New Grant Awards

On December 15, the Department announced the launch of the Education Innovation and Research (EIR) grant competition for 2017. EIR is a new program established under the Every Student Succeeds Act (ESSA). It is the successor to the Investing in Innovation (i3) program, which invested a total of $1.4 billion in 172 projects across all 50 states.

Like i3, EIR supports efforts to develop, implement, and take to scale innovative and evidence-based projects. However, EIR differs from i3 in key ways: states, in addition to school districts, will be eligible to receive grants, and states and districts may collaborate with a wide range of organizations on projects. EIR will award grants for both new and ongoing projects. Early-phase grants are focused on launching, iterating, and refining practices that have the potential for further scaling, while mid-phase and expansion grants require increasingly rigorous levels of evidence in order to justify further replication and scaling of practices. All grantees are expected to focus on underserved students, though the competition encourages projects that address persistent educational challenges, such as preparing students for college and careers, improving school climate, and supporting principal training efforts.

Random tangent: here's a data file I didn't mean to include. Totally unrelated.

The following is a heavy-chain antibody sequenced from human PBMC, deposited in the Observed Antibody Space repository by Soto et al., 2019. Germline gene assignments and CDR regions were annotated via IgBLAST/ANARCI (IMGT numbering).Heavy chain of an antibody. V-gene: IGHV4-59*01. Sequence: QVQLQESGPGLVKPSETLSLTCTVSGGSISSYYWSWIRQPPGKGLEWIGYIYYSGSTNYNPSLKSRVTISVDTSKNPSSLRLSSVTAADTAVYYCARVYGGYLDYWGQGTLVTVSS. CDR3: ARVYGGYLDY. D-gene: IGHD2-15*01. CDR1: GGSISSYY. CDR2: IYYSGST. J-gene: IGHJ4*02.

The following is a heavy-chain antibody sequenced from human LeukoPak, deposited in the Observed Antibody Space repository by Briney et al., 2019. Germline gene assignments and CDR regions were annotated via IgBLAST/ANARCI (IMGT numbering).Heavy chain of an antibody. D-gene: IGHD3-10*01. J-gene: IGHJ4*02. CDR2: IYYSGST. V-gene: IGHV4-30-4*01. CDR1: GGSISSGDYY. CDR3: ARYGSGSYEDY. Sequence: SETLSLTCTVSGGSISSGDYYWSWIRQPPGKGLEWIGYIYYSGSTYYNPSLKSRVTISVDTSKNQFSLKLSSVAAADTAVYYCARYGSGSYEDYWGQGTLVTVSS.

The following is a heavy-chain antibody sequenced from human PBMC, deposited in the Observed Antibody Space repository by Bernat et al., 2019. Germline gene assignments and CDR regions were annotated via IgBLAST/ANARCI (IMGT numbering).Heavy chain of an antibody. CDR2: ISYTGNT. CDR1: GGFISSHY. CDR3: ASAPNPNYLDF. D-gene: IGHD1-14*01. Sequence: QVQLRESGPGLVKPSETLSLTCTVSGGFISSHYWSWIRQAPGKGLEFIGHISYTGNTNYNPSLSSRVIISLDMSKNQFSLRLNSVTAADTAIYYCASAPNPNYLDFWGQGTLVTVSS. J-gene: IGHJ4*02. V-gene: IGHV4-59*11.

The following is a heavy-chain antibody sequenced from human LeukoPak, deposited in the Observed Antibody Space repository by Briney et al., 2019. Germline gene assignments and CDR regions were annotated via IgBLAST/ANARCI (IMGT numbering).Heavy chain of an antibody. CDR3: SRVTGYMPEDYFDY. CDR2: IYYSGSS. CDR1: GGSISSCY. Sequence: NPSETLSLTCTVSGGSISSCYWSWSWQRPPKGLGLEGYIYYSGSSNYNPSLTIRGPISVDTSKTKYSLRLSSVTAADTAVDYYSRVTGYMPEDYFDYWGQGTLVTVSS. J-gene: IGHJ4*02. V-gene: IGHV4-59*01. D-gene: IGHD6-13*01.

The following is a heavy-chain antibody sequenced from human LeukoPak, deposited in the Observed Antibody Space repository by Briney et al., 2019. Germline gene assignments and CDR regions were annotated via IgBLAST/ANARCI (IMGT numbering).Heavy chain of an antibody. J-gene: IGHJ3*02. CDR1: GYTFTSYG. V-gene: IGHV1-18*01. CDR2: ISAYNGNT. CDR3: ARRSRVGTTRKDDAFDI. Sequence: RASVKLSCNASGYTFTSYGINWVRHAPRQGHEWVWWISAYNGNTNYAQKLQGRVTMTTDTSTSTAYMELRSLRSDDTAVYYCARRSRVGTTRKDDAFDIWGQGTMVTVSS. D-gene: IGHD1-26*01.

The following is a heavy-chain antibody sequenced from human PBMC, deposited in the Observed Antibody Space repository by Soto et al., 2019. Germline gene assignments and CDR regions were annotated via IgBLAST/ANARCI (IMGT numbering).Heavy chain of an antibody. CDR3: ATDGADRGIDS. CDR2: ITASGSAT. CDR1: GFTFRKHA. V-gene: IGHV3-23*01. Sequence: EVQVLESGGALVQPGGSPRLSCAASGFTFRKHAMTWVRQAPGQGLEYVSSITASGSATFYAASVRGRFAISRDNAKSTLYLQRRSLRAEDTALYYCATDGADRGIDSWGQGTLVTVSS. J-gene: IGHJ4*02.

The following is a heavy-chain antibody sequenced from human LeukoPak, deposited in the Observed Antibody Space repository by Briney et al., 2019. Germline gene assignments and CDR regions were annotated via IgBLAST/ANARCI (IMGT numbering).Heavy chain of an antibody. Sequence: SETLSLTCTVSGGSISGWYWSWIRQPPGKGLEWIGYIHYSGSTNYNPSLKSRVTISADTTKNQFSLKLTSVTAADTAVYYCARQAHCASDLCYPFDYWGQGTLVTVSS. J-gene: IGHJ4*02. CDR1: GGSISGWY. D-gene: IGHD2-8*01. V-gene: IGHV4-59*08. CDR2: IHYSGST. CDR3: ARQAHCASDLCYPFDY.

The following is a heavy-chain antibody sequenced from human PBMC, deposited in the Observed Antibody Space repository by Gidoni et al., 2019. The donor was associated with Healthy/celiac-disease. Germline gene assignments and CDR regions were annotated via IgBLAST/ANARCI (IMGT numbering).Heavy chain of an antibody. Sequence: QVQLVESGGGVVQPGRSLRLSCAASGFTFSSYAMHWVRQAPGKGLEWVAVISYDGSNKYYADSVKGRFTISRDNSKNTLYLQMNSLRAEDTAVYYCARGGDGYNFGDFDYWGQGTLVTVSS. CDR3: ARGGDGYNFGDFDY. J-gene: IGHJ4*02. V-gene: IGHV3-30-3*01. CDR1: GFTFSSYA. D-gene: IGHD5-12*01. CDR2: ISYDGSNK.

Applications for EIR grants are due April 13. They will be evaluated by peer reviewers. The agency will announce its inaugural cohort of grantees in fall 2017, pending Congressional appropriations for the program. (Note: The Department also announced that all 2016 i3 highest-rated applicants secured required matching funds for their projects and will receive their federal grants.)

On December 20, the Department announced six grants under the 2016 Promise Neighborhoods competition, awarding $33 million to help communities launch, scale up, and sustain educational supports and community-based services to meet the comprehensive needs of children and families. Grantees provide educational, health, safety, and family support services in high-poverty neighborhoods. To date, the program has awarded over $286 million, spanning approximately 700 schools and 1,000 community partners (press release). (Note: This year’s grantees include, for the first time, an Indian tribe; the Paskenta Band of Nomlaki Indians [California] will reorganize their community’s elementary and high school programs to help ensure all students are prepared to master grade-level content.)

On December 22, the Department announced more than $3 million in eight grants to states, districts, and other local government agencies to explore whether Pay for Success is a viable financing mechanism for expanding and improving preschool in their communities. Pay for Success is an innovative way of partnering with philanthropic and private sector investors to provide resources for service providers to deliver better outcomes–producing the highest return on taxpayer investments. Through Pay for Success, the government agrees to pay for concrete, measurable outcomes, but taxpayer funds are spent only if those outcomes are achieved (press release). (Separately, the agency released case studies of five programs; these programs are aligning preschool through third-grade instruction and differentiating instruction in order to build on and sustain the positive effects of preschool.)

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